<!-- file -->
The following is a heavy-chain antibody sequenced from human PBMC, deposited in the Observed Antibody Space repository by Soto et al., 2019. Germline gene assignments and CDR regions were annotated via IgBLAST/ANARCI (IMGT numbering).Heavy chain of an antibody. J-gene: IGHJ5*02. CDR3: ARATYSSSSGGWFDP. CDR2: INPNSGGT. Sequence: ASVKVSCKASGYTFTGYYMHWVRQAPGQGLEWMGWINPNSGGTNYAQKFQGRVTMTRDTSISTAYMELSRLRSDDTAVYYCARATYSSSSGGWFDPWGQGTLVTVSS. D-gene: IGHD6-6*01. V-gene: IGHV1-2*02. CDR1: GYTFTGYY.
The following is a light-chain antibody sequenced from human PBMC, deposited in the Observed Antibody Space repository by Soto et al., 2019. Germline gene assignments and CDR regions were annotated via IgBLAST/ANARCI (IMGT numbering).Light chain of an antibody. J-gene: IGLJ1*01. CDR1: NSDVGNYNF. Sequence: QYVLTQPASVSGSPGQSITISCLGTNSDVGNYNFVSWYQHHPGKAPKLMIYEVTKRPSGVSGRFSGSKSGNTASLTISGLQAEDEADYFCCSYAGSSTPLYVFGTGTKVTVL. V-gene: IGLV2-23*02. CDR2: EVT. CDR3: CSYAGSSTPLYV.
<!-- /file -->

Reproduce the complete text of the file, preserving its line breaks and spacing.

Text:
The following is a heavy-chain antibody sequenced from human PBMC, deposited in the Observed Antibody Space repository by Soto et al., 2019. Germline gene assignments and CDR regions were annotated via IgBLAST/ANARCI (IMGT numbering).Heavy chain of an antibody. J-gene: IGHJ5*02. CDR3: ARATYSSSSGGWFDP. CDR2: INPNSGGT. Sequence: ASVKVSCKASGYTFTGYYMHWVRQAPGQGLEWMGWINPNSGGTNYAQKFQGRVTMTRDTSISTAYMELSRLRSDDTAVYYCARATYSSSSGGWFDPWGQGTLVTVSS. D-gene: IGHD6-6*01. V-gene: IGHV1-2*02. CDR1: GYTFTGYY.
The following is a light-chain antibody sequenced from human PBMC, deposited in the Observed Antibody Space repository by Soto et al., 2019. Germline gene assignments and CDR regions were annotated via IgBLAST/ANARCI (IMGT numbering).Light chain of an antibody. J-gene: IGLJ1*01. CDR1: NSDVGNYNF. Sequence: QYVLTQPASVSGSPGQSITISCLGTNSDVGNYNFVSWYQHHPGKAPKLMIYEVTKRPSGVSGRFSGSKSGNTASLTISGLQAEDEADYFCCSYAGSSTPLYVFGTGTKVTVL. V-gene: IGLV2-23*02. CDR2: EVT. CDR3: CSYAGSSTPLYV.